POSTED: July 26th 2012
NEIL WILSON: Bolt has walk-on part in Olympics at London 2012
THE NEIL WILSON COLUMN / An exclusive, authoritative series from Sports Features Communications
July 26 - Good news for those who have paid £2,012 for the front seat in the house at the Olympic Opening Ceremony. They will be given the bonus of watching Usain Bolt in action.
He will not be running flat out. Indeed, he will not be running. At best, he will manage a pedestrian pace as he parades before the Jamaican team in the parade of nations as their flag carrier.
So the world’s fastest man will be moving at the pace of the world’s slowest ceremony, an event that will last so long that some of the athletes will not get to bed until well after the bed time any sensible coach would wish to impose.
For Bolt it is a low key warm-up to seven serious races at the Olympic Games, three in each of the 100 and 200 metres and then a blast in the final of the relay.
Yesterday the great man was so laid back that at times he was horizontal. The Jamaican Olympic Association had wheeled him out finally to dispel rumours that he was among the Olympic’s walking wounded, a man beaten in his last two races and withdrawn from another.
The health, fitness and fastness of the world 100and 200 metres record holder and triple Olympic gold medallist has become a mystery every bit as intriguing as those paper backs you take to the beach in summer.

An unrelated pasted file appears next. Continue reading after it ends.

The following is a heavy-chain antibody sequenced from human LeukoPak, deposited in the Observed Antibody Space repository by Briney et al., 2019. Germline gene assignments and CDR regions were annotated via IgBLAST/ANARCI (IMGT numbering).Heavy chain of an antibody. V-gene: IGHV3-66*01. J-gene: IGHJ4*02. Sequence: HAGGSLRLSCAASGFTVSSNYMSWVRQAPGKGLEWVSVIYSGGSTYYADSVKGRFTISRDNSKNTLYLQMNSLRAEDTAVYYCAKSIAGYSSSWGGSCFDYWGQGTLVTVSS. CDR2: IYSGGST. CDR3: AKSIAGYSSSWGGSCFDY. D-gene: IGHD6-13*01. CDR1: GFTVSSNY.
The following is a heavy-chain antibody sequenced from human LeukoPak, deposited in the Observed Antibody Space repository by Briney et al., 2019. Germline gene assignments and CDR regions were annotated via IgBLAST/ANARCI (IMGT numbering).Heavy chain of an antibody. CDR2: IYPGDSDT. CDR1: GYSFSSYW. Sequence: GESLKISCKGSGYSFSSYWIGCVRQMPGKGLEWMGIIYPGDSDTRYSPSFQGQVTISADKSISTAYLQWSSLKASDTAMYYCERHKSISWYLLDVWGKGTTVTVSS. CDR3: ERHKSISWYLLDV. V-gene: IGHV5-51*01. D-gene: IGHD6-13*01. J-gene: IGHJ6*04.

Training tracks have been guarded from prying eyes by security guards and Jamaica’s training open day was missing the athlete everybody in Birmingham came to see. We have not glimpsed him since the days when his invincibility was exposed.
Finally, yesterday, the world’s media filled a former brewery warehouse in London’s Whitechapel where the Jack the Ripper murders remain unsolved after more than a century in an effort to lay this modern mystery to rest.
NEIL WILSON reported his first Olympic Games in Munich in 1972. He has since covered another nine summer and nine winter Olympics for various newspapers, including The Independent and the Daily Mail with whom he has worked for the last 19 years as Athletics and Olympic correspondent. He was Britain's Sports Journalist of the Year in 1984 and is the author of seven books.
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